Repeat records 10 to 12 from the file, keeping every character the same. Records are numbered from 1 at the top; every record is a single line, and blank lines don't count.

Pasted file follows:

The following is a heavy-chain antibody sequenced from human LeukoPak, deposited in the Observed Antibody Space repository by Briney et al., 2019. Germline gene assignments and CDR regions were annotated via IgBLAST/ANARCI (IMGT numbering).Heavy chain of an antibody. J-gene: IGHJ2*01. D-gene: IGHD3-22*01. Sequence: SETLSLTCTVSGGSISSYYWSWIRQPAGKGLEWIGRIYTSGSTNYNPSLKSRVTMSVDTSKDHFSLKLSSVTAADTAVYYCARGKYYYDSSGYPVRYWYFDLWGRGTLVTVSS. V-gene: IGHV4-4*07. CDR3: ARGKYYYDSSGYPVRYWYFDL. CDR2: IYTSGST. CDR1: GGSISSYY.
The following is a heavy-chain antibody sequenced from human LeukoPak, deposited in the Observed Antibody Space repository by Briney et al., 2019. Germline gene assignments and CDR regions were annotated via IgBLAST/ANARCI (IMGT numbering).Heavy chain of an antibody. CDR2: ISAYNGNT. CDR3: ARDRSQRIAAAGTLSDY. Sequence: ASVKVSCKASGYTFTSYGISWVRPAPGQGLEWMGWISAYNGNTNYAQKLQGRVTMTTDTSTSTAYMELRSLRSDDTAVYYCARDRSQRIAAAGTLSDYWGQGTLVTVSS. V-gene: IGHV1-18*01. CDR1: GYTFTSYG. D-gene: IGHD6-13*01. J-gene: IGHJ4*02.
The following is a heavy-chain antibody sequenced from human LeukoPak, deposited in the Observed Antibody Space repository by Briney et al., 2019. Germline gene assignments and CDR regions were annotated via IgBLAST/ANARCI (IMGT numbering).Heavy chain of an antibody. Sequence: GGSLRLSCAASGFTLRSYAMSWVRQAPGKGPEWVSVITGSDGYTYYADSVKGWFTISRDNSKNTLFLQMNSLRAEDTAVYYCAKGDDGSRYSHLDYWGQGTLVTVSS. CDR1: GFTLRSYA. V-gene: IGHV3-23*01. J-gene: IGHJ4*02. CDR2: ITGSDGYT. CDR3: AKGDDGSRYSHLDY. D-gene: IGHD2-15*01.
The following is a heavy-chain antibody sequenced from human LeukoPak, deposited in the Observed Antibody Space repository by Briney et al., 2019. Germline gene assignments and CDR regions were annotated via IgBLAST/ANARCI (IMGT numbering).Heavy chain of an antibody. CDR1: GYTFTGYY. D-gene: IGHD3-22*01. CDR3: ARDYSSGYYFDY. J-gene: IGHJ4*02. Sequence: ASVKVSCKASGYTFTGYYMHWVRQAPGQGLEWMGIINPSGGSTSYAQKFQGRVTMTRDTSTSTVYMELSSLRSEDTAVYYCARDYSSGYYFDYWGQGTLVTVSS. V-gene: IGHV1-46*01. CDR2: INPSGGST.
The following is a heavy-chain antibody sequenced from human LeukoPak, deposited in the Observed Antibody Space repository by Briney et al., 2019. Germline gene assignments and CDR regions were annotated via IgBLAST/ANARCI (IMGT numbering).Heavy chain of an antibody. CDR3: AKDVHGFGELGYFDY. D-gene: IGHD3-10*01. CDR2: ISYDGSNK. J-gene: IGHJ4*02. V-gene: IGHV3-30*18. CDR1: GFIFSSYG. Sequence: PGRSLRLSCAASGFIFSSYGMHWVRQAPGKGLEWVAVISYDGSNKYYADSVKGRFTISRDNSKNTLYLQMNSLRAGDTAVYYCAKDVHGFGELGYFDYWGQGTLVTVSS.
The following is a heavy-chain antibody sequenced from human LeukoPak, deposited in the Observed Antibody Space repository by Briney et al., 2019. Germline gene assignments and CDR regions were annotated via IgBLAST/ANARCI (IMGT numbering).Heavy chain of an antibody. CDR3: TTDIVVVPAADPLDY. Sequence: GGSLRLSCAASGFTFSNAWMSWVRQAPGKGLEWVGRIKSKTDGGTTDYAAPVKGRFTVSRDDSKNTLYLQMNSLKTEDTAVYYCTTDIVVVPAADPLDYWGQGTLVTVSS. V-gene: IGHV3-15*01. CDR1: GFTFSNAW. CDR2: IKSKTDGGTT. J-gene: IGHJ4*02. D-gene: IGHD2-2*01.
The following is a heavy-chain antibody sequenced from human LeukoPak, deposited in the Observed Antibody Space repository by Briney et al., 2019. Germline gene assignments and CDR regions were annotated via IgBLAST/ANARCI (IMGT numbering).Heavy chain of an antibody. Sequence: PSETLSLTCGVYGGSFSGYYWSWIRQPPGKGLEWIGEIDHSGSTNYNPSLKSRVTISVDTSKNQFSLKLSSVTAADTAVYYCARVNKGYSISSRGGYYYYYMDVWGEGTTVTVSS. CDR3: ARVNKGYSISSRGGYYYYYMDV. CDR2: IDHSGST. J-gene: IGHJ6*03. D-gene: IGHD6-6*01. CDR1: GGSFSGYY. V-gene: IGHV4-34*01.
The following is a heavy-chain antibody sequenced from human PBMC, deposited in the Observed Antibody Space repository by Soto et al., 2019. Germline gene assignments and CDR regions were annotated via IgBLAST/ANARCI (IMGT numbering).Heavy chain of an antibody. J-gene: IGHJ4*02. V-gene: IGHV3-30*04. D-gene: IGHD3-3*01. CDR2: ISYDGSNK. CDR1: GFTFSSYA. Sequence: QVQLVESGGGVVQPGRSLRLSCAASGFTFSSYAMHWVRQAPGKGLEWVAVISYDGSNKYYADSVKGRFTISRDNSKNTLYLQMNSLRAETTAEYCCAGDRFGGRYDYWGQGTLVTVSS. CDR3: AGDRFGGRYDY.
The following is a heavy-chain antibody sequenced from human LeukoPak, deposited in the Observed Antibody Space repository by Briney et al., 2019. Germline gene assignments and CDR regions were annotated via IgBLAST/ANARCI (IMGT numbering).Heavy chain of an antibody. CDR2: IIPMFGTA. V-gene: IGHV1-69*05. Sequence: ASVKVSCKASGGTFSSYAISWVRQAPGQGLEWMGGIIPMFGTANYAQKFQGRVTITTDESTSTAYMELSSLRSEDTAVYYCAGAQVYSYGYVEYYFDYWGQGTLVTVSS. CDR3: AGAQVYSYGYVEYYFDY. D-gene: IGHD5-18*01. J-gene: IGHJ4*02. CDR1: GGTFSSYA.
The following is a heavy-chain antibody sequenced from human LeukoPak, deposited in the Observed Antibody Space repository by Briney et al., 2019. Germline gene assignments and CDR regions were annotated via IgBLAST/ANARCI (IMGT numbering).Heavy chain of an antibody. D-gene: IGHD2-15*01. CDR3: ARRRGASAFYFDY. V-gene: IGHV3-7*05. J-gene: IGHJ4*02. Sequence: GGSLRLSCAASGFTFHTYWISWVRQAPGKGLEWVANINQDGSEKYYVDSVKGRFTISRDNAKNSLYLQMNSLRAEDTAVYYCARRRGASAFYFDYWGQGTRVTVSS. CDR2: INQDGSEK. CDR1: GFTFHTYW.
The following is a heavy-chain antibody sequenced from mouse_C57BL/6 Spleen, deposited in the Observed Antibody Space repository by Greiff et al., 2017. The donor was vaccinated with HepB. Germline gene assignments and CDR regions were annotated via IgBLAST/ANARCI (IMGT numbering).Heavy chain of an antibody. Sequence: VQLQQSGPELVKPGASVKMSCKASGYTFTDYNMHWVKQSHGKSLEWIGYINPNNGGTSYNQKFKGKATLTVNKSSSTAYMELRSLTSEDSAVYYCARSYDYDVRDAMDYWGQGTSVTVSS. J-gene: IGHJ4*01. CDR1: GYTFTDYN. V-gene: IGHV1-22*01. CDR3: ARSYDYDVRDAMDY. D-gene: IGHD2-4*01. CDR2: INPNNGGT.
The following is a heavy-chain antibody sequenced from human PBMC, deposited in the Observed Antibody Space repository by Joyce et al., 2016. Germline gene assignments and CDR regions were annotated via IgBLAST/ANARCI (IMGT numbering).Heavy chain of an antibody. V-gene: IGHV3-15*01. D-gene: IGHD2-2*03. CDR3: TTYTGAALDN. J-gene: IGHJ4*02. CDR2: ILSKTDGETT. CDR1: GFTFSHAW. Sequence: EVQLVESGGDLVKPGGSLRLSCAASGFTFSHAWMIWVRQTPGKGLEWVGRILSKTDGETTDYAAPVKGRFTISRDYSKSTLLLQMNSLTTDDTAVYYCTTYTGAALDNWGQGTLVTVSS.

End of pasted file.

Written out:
The following is a heavy-chain antibody sequenced from human LeukoPak, deposited in the Observed Antibody Space repository by Briney et al., 2019. Germline gene assignments and CDR regions were annotated via IgBLAST/ANARCI (IMGT numbering).Heavy chain of an antibody. D-gene: IGHD2-15*01. CDR3: ARRRGASAFYFDY. V-gene: IGHV3-7*05. J-gene: IGHJ4*02. Sequence: GGSLRLSCAASGFTFHTYWISWVRQAPGKGLEWVANINQDGSEKYYVDSVKGRFTISRDNAKNSLYLQMNSLRAEDTAVYYCARRRGASAFYFDYWGQGTRVTVSS. CDR2: INQDGSEK. CDR1: GFTFHTYW.
The following is a heavy-chain antibody sequenced from mouse_C57BL/6 Spleen, deposited in the Observed Antibody Space repository by Greiff et al., 2017. The donor was vaccinated with HepB. Germline gene assignments and CDR regions were annotated via IgBLAST/ANARCI (IMGT numbering).Heavy chain of an antibody. Sequence: VQLQQSGPELVKPGASVKMSCKASGYTFTDYNMHWVKQSHGKSLEWIGYINPNNGGTSYNQKFKGKATLTVNKSSSTAYMELRSLTSEDSAVYYCARSYDYDVRDAMDYWGQGTSVTVSS. J-gene: IGHJ4*01. CDR1: GYTFTDYN. V-gene: IGHV1-22*01. CDR3: ARSYDYDVRDAMDY. D-gene: IGHD2-4*01. CDR2: INPNNGGT.
The following is a heavy-chain antibody sequenced from human PBMC, deposited in the Observed Antibody Space repository by Joyce et al., 2016. Germline gene assignments and CDR regions were annotated via IgBLAST/ANARCI (IMGT numbering).Heavy chain of an antibody. V-gene: IGHV3-15*01. D-gene: IGHD2-2*03. CDR3: TTYTGAALDN. J-gene: IGHJ4*02. CDR2: ILSKTDGETT. CDR1: GFTFSHAW. Sequence: EVQLVESGGDLVKPGGSLRLSCAASGFTFSHAWMIWVRQTPGKGLEWVGRILSKTDGETTDYAAPVKGRFTISRDYSKSTLLLQMNSLTTDDTAVYYCTTYTGAALDNWGQGTLVTVSS.